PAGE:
Many pollsters and pundits believe the 2024 Republican primary will be a two-person race between Floridians: former President Donald Trump and Florida Gov. Ron DeSantis. However, a third Floridian is expected to announce his candidacy this summer, and that is Miami Mayor Francis Suarez.
Suarez, 45, was first elected mayor in 2017. He is the son of former Miami Mayor Xavier Suarez and is the first mayor of Miami to be born in Miami. His family is native to Cuba, having fled to America to escape Fidel Castro's tyranny.
Despite the mayor's office being a nonpartisan position, Suarez proves that Republicans can run urban cities effectively.
His tenure as mayor has seen property taxes cut by 1.2 percent to the lowest level since 1964 and takes into account a population increase of around 65 percent. According to federal data, Miami had an annual growth rate of 3.5 percent from July 2021 to July 2022, making it the fourth-fastest-growing city in America. In addition, the corporate income tax is 5 percent, and the Miami economy thrives with no income tax.
Miami is now the top entrepreneurial center, No. 1 in tech job relocation and wage growth. The homicide rate is at its lowest level since 1957, and the homelessness rate is the lowest since 2013. In a recent interview with Suarez, Google CEO Eric Schmidt said the American dream is all about Miami.
It is important to note that Miami ranks as the No. 1 city in diversity, and Miami-Dade County is over two-thirds Hispanic. While Democrats have historically done well with Latino voters, that trend is not working for them in Florida.
Former President Donald Trump won the state by 110,000 votes in 2016 and increased his margin of victory by nearly 300,000 in 2020. Hillary Clinton won 63 percent of the vote in Miami in 2016, but President Joe Biden only garnered 53 percent in 2020. Suarez was re-elected in a landslide with 79 percent of the vote in 2021.
Despite rumors that a less white America makes it easier for Democrats, polls show that Hispanic and Latino voters are trending more conservative, especially in South Florida.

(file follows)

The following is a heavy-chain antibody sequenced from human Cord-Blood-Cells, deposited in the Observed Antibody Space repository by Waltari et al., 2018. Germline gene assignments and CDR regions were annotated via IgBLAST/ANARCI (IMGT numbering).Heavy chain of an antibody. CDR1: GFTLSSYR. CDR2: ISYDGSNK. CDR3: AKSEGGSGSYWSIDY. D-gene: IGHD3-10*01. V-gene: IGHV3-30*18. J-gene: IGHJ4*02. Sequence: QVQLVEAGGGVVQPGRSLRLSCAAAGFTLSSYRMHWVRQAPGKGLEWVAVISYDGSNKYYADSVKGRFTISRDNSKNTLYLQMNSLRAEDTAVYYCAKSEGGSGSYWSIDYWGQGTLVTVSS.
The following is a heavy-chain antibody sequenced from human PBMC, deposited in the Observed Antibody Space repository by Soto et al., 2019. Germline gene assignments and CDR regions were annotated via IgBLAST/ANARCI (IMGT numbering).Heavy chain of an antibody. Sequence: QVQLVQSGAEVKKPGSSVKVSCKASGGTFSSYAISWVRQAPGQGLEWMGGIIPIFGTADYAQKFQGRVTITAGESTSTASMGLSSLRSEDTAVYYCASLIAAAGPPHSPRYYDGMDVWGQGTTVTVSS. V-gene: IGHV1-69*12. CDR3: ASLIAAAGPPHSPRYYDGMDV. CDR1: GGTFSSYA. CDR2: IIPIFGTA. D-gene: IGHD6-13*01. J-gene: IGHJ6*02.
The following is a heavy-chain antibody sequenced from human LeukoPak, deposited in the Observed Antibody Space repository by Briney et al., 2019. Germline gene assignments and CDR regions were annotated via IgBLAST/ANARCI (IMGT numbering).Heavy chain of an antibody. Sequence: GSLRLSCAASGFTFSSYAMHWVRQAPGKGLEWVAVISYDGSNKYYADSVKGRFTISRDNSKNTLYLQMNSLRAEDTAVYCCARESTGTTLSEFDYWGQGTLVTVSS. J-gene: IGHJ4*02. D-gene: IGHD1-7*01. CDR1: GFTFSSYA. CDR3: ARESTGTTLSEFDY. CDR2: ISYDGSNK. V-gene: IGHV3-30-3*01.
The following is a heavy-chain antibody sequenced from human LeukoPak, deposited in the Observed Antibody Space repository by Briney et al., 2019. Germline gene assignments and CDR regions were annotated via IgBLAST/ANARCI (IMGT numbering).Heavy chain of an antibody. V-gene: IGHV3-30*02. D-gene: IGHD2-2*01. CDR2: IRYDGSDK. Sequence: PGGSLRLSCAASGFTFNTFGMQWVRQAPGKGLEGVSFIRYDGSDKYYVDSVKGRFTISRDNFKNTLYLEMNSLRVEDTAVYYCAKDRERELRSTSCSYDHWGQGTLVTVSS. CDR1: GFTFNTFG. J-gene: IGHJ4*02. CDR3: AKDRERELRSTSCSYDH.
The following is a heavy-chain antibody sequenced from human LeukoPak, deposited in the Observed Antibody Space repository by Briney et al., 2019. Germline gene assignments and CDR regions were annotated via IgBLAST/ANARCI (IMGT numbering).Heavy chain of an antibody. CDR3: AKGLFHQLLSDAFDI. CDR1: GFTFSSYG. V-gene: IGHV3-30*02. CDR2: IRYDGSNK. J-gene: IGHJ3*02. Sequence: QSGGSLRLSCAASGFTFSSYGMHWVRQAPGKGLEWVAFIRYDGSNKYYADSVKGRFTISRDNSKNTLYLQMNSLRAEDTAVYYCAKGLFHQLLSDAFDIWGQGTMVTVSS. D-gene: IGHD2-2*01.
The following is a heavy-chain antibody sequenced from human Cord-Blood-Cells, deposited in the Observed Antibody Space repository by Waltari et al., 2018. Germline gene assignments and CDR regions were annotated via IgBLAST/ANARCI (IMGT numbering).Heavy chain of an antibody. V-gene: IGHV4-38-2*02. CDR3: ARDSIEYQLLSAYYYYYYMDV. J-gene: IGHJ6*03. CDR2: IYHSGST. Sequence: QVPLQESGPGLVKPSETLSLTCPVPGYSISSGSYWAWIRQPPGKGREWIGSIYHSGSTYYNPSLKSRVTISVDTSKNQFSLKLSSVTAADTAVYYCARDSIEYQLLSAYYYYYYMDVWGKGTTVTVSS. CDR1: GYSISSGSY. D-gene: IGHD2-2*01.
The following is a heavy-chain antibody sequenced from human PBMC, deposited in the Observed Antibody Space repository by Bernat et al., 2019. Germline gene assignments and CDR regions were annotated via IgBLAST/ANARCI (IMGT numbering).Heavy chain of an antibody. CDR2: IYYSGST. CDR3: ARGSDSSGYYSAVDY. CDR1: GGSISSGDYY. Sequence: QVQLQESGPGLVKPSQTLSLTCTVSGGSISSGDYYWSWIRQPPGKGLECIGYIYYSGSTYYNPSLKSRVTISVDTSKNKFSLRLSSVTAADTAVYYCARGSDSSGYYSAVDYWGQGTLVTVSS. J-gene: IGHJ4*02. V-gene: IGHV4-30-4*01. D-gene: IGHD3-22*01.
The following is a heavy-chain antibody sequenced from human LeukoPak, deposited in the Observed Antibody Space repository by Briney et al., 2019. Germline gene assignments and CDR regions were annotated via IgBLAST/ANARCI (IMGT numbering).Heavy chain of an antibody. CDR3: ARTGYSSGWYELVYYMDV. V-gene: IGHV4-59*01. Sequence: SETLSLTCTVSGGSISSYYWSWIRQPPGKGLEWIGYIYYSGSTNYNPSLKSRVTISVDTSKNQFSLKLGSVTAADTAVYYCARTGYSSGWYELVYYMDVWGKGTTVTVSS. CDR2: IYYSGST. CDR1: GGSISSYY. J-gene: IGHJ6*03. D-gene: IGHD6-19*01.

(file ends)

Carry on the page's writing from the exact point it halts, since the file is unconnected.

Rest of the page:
In a recent Op-Ed in The Wall Street Journal, Suarez described people moving to his city as a response to the socialist-style policies of California and New York. "On one side, we have the socialist model: high taxes, high regulation, less competition and declining public services with government imposing itself as the solver and arbiter of all social problems. On the other side, we have the Miami model: low taxes, low regulation and a commitment to public safety and private enterprise."
Suarez has taken his conservative message across the country and spoke at CPAC and the early primary states of Iowa, New Hampshire and South Carolina. He is not shy about his presidential ambitions, referring to it as "the big job." He sees himself as a generational leader who can lead the Republican Party back to winning again.
Despite not appearing in most presidential polls, Suarez believes "inspiring people" could help him come out on top. While Trump and DeSantis are criticized for being negative or uninspiring, Suarez takes a Reagan-esque approach to connecting with individual voters.
"I think it's important to connect with the people, listen to the people, to give them an opportunity to understand what you're about, why you've succeeded, and why someone who's a mayor and someone my age could be qualified to run a country as complex and as large as the United States of America," Suarez told Fox News.
No one has ever been elected president from a mayor's office. However, it is essential to note that Suarez will have had more executive experience before taking office than Presidents Abraham Lincoln and Barack Obama before him.
Considering voters of both parties prefer not to see a Trump vs. Biden rematch, a Suarez candidacy could breathe new life into the Republican Party and give Americans a chance to vote for someone noble.
This article appeared originally on The Western Journal.